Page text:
If it hasn’t come yet, it will: the day you travel with your most priceless piece of equipment. The day you take that baby on a plane.
We’ve already posted about some good news—a change in airline rules that allows you to carry on your guitar case instead of checking it. Restrictions apply—because they always do, right?—but at least it’s a step.
Since keeping your guitar safe is why we’re here, we’re putting together ideas on traveling with your instrument. Here’s a few to chew on, and look for more to come.
Keep your itinerary simple…
It’s a matter of odds: the more hands get on your case, the more times it’s pulled off one conveyer belt and thrown onto another, the more likely something’s going to go wrong. Very wrong. Loss, damage, theft—it’s all bad. Even if the worst that happens is your instrument going on a solo tour for a day or two before coming home, that kind of delay can ruin a gig … or just make you sweat real bad.
So, look for nonstop flights when you can. Yeah, they can cost more, so if that’s not in your wallet—or if you aren’t blessed by having a big, hub airport nearby—look for direct flights, which will stop but won’t need you, or your guitar case, to get off.
… and keep it smart
Your right to bring your guitar case on board still isn’t a sure thing (see “restrictions apply”) since it’s still dependent on that bin space being available. So what do you do? We talked in the earlier post about paying for priority boarding, but you can also look for flights that are more likely to have available space.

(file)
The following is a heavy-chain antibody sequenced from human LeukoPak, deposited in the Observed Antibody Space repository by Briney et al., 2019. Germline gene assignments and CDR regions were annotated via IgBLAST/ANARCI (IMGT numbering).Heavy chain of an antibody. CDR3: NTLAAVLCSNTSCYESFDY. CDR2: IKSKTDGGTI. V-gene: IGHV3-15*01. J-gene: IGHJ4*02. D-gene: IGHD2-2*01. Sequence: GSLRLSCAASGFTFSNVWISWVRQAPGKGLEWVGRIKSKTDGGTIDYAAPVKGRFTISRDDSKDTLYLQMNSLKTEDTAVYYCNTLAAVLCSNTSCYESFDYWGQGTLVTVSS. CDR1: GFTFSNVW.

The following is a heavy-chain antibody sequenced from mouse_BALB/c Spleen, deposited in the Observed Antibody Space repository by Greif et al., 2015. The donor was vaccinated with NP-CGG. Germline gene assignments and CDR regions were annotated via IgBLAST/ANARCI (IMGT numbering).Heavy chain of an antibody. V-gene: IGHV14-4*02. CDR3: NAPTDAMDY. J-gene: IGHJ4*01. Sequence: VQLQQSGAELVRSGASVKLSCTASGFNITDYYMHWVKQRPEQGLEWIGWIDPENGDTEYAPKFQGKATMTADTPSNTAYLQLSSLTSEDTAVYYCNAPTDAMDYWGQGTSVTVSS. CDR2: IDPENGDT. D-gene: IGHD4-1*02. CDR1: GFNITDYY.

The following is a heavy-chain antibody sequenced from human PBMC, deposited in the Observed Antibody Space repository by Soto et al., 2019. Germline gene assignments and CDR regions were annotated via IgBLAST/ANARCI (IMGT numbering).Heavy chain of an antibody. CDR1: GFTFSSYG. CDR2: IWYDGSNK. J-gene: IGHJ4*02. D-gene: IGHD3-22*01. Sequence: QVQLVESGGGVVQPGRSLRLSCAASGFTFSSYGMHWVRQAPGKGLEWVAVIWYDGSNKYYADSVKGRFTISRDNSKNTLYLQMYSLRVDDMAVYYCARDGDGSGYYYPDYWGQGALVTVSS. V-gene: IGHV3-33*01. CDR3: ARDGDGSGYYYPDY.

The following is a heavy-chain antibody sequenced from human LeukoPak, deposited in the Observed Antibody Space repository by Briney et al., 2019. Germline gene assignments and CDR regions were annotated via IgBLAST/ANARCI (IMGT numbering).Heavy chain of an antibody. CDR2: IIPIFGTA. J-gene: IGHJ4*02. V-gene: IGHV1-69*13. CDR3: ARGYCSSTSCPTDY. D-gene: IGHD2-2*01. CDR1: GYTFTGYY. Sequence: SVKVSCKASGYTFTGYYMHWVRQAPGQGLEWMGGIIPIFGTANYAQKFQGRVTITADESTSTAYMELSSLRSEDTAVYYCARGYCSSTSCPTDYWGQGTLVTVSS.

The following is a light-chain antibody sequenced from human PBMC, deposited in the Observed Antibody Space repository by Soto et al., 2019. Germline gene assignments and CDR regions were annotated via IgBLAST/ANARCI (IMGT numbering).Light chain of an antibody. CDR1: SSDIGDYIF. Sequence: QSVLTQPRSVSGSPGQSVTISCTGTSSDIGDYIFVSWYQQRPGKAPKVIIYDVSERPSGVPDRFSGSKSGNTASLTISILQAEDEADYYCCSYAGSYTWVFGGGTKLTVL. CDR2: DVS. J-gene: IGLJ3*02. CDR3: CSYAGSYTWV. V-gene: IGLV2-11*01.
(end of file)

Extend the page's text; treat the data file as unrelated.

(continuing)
In its Flying with a Musical Instrument tips, the DoT spells out guidelines: “Consider flying at an off-peak time such as Tuesday through Thursday, Saturday afternoon or evening, or Sunday morning.” Fewer passengers means less competition for the overhead bins.
But, “if you must fly on peak travel days, flights will often be less crowded midday and late in the evening.”
Get the right electric guitar case
You knew that was coming, right? But, seriously, if you’re flying with your guitar for the first time, or just looking to step up your game, take a look at how you’re stowing your instrument.
When we talked to musician and producer Peter Rydberg (our first horror story post), he mentioned buying a guitar flight case specifically to travel to Austin when he played SXSW (“It protected my baby,” he said. Sound familiar?). Sure enough, expecting your soft gig bag to pull double-duty as luggage will end badly.
Look for a rigid, but lightweight case with extra padding around the head, which is most vulnerable to damage. (Sure enough, we kept that in mind when coming up with the Hungate Gig Case.)
More travel tips to come! Sign up for notifications and news about the Gig Case.